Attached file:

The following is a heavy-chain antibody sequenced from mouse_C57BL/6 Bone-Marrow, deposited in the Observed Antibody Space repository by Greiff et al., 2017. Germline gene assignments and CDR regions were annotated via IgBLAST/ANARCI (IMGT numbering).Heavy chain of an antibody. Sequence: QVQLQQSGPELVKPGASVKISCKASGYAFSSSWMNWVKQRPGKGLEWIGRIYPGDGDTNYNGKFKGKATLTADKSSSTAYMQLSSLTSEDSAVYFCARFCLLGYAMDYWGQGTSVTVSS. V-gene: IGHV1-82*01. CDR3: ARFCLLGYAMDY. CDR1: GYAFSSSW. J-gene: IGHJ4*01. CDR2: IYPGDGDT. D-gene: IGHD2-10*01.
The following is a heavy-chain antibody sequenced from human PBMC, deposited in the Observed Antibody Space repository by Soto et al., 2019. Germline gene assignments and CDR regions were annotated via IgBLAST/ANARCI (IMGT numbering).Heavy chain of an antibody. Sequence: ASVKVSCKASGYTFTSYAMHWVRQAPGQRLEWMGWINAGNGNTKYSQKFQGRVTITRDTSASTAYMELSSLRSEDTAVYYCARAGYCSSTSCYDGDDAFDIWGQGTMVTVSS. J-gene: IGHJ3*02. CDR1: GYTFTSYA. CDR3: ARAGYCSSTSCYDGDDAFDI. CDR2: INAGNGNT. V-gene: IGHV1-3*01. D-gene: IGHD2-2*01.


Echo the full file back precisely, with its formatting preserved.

The following is a heavy-chain antibody sequenced from mouse_C57BL/6 Bone-Marrow, deposited in the Observed Antibody Space repository by Greiff et al., 2017. Germline gene assignments and CDR regions were annotated via IgBLAST/ANARCI (IMGT numbering).Heavy chain of an antibody. Sequence: QVQLQQSGPELVKPGASVKISCKASGYAFSSSWMNWVKQRPGKGLEWIGRIYPGDGDTNYNGKFKGKATLTADKSSSTAYMQLSSLTSEDSAVYFCARFCLLGYAMDYWGQGTSVTVSS. V-gene: IGHV1-82*01. CDR3: ARFCLLGYAMDY. CDR1: GYAFSSSW. J-gene: IGHJ4*01. CDR2: IYPGDGDT. D-gene: IGHD2-10*01.
The following is a heavy-chain antibody sequenced from human PBMC, deposited in the Observed Antibody Space repository by Soto et al., 2019. Germline gene assignments and CDR regions were annotated via IgBLAST/ANARCI (IMGT numbering).Heavy chain of an antibody. Sequence: ASVKVSCKASGYTFTSYAMHWVRQAPGQRLEWMGWINAGNGNTKYSQKFQGRVTITRDTSASTAYMELSSLRSEDTAVYYCARAGYCSSTSCYDGDDAFDIWGQGTMVTVSS. J-gene: IGHJ3*02. CDR1: GYTFTSYA. CDR3: ARAGYCSSTSCYDGDDAFDI. CDR2: INAGNGNT. V-gene: IGHV1-3*01. D-gene: IGHD2-2*01.